• Our friend did mention that the theological issues were but a part of his motivation. I think that if I had been in his situation, I would take some time to “cool off” and work out the theological issues – not in churches but in libraries. I have read rather a lot about attitudes in some quarters of Orthodoxy that are far from Christianity, so anything would seem to be a refreshing change. That’s why I don’t try to judge the person but rather be content with being critical of what I read.

      • Dale says:

        Yes, this is very true. But we also need to consider that for many Byzantine Orthodox the move to Rome is often not very much a culture shock that it can be for others. The Eastern rite Catholic churches do provide a base which is culturally not very shocking. In my own experience, often eastern rite Catholics are almost a breath-of-fresh air after having to deal with the really hate filled, toxic atmosphere of Byzantine Orthodoxy. One can even have a conversation with Byzantine Catholics on issues that would bring out spittle spewing, screaming meanies from the Orthodox.

    • Jules says:

      I quote the 1872 Synod in Constantinople, “We renounce, censure and condemn racism, that is racial discrimination, ethnic feuds, hatreds and dissensions within the Church of Christ, as contrary to the teaching of the Gospel and the holy canons of our blessed fathers which ‘support the holy Church and the entire Christian world, embellish it and lead it to divine godliness.'” Phyletism is a sin, and anyone who believes that Orthodoxy is to be organised along racial and ethnic lines does not speak for the Holy Church.

      • Jules says:

        I am a convert to Holy Orthodoxy from Prayer Book Anglo-Catholicism, by the way, and I am also of African descent.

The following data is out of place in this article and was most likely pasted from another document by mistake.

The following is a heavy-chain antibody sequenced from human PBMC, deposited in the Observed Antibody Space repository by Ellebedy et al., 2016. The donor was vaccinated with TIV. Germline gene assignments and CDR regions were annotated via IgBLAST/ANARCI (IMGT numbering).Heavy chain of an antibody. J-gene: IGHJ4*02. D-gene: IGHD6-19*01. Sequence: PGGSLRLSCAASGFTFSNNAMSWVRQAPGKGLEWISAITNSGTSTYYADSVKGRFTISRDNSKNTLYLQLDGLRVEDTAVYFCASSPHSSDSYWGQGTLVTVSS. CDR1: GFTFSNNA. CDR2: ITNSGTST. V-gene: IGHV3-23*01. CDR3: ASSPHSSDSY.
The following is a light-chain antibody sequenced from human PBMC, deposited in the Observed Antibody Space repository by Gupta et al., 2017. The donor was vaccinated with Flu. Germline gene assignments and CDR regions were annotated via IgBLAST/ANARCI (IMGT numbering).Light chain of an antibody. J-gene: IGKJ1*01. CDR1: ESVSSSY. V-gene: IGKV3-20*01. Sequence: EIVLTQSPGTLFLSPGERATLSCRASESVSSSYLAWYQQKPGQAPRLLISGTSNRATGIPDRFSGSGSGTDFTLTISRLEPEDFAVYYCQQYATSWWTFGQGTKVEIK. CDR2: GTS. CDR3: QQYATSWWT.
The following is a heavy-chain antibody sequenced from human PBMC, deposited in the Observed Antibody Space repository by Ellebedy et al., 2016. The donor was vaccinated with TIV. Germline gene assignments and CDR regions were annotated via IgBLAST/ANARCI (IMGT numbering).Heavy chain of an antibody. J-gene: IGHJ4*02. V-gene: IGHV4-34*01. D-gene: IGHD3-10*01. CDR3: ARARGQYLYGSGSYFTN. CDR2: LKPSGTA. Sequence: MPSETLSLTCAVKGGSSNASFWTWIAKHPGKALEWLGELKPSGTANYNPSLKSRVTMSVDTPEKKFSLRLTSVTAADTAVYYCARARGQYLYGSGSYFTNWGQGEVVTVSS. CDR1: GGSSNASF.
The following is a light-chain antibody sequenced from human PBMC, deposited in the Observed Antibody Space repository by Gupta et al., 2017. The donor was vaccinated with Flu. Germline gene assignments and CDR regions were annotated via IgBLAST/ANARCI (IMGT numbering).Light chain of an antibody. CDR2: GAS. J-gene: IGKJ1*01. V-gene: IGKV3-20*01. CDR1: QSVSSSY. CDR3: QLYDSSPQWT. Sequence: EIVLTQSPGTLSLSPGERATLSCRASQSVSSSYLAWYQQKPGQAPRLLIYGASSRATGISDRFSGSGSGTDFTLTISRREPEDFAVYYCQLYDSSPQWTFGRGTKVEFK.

• Dale says:

        Perhaps you should also read the most recent message from ROCOR in which they state, categorically, that they exist only for Russians in the dispora.

      • Dale says:

        Jules, you also need to understand the quote that you have posted within context. It was written by the Greeks against the Bulgarians; yet, not too long ago the Archbishop of Greece declared, openly, that “Orthodoxy is Hellenism and Hellenism is Orthodoxy.” The Greeks happily condemn the Slavs for Phyletism but do not accept that the condemnation can ever apply to them, since Byzantine Orthodoxy is considered to be Greek; at least by the Greeks.

  3. The Rad Trad says:

    I can certainly understand his move actually, despite the machinations of Kasper etc. Whatever the excesses of the modern papacy (and there are many), the position of the so called “Papal communion” is clear with regards to ethical and moral behavior and it is consistent with the Fathers at least. A friend of mine who was Russian Orthodox (and who was supposed to be aborted while still in the womb) was told by two separate pastors not to marry his Chinese fiance because God is opposed to inter-racial marriage and that abortion “is not the best form of birth control but…..” Regardless of Cardinal Kasper and Hans Kung, what they advocate is at least contrary to the Catholic Church’s teachings and observant Catholics know to reject it. In the case of the Orthodox it is not always so clear and, as the convert above says, many pastors abuse their position by hiding beneath antiquarian obscurantism and calling it “tradition” or “economy.” That in itself may be an abuse, but the matter is not entirely clear.

  4. Matthew C says:

    I am an Evangelical wanting to convert to Rome and I feel similarly to this chap. I’ve looked at the Orthodox option and I feel very uncomfortable with the harsh anti-western rhetoric of so many Orthodox writers. You seldom ever see many of them acknowledging anything good or positive in Catholicism or Protestantism.

    • I wish you God speed in your journey. The best advice I could give to anyone is to take his time and not to rush into anything. Continuing Anglicanism might be a possibility to look into. Keep us informed.